By far, owning is the most common housing arrangement for older Americans, with more than 8 in 10 people aged 65 and over reporting that they live in houses they own.
The data comes from the Employee Benefit Research Institute, which finds that by and large, older Americans—even those well into their 90s—are living in their own homes and are staying there as long as possible.
While there has been a belief that people begin to draw down on their home equity once retirement starts, EBRI finds that many people actually don’t begin drawing down until later.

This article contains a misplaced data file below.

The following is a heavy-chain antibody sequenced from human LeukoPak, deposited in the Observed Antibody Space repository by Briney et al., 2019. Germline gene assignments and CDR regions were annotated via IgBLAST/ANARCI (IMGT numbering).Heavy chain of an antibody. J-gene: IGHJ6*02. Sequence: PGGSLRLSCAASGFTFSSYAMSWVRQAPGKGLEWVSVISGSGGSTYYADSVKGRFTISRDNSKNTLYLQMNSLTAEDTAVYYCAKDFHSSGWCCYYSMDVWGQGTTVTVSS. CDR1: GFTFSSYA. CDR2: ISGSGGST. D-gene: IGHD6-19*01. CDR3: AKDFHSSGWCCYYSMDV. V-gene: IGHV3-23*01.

“Economic theory suggests that household wealth should decline after retirement. But evidence suggests that household wealth does not start to decline until people reach very advanced ages and that similar trends apply to housing wealth as well,” EBRI writes.
There are several reasons people do leave their homes, with the loss of a spouse being the No. 1 reason, EBRI finds.
“The transition rate from home ownership to renting is 3 percent at age 50, bottoming out at 1.6 percent at age 65. However, these transition rates soar after the age of 85, reaching a peak of 4.7 percent at age 90,” EBRI writes.
Written by Elizabeth Ecker